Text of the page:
So is Wyoming Catholic. I have been told by the President of Univ. of Dallas that they will most likely have the TLM weekly on campus there, even if in the hideous 1970s chapel. And I mean HIDEOUS.

    Those are four examples. To be honest, I cannot believe ANYONE would consider sending their children to Steubenville OR Ave Maria–no matter HOW MUCH financial aid they offer. Why subject your children to the abuse. You are paying a fortune, and even if not, your children are supposed to be getting a Catholic education–and this includes liturgical norms. Vote with your feet and pocketbooks. Don’t write letters to Steubenville; prior to going to any Catholic school, write the school president and insist THE determining factor of attending there is whether or not they have the TLM DAILY.

    If not, then move on. The stupid ’60s, silly ’70s, crazy ’80s and numb ’90s are over. This is the time of Pope Benedict XVI and the reform of the Church, even as the split between priests, bishops and cardinals evidently grows wider and Church grows smaller in true believers.

  50. Ioannes says:

    If the Priests at FUS push the whole “speaking in tongues” thing, do they preach their homilies “in tongues” during such liturgies?

  51. Athanasius says:

    Let me just say, I know Fr. Conrad through many years at FUS. He is a humble Franciscan, and an internationally recognized Franciscan scholar.
    He is not a Traditionalist, but he remembers fondly things before the Council. He often told a story about a retreat center he was at, and how there were priests who told him they were going to give talks about the Council, and they invited him to go with them. Fr. Conrad responded that he had not read the documents, and they retorted “Neither have we!” He is a good priest who loves the Church. His Latin is also very good. That being said, the last time I saw him, he spoke very highly of the charismatic renewal and of experiencing it for the first time. It more or less shocked a friend of mine and I since we had both began in the charismatic renewal and became Traditionalists. Maybe he thinks the quest for the Traditional Liturgy is vain? I don’t know. He thought the 1988 indult was just for old people and once discouraged people from asking for it, but I can not imagine he would hold such a position in light of the Motu Proprio, as I said he loves the Church and would obey the Pope. I seriously doubt Fr. Conrad was trying to mock the Traditional Mass or the cause for Latin in the Liturgy, even if he does lean more charismatic nowadays. He is more ambivalent on those subjects. If anything, he thought the use of Latin completely would be edifying, which was the explanation he gave in his sermon in 1999 when he sang the readings in Latin at the monthly NO Latin Mass. I think it is his exuberance instead.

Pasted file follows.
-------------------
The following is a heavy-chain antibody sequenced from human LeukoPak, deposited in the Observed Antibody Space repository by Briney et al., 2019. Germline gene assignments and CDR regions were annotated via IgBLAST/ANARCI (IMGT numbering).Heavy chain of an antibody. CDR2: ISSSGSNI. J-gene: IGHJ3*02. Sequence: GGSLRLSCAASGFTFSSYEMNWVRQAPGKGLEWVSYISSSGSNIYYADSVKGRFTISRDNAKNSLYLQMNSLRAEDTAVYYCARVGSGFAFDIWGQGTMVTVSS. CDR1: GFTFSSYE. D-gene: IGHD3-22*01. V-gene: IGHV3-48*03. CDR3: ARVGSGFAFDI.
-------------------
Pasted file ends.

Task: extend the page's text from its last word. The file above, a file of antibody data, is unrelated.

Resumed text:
If anything was silly, it was when Fr. Brahmwell, a white south African born OMI, began ad libbing in Latin at the monthly NO Latin Mass and making jokes about the weather, and he was rubbing his face in the fact that I was one of 4 people in the Church that understood him. THAT was a slap in the face, since he was violating rubrics.

  52. Athanasius says:

    You might try the Henle Latin series by Robert Henle, SJ. It is very methodical and easy to follow.

    Actually, I would recommend against Henle. Henle is written in that pedagogical style of Latin books that made two generations of kids HATE Latin. It is overly repetitious and boring.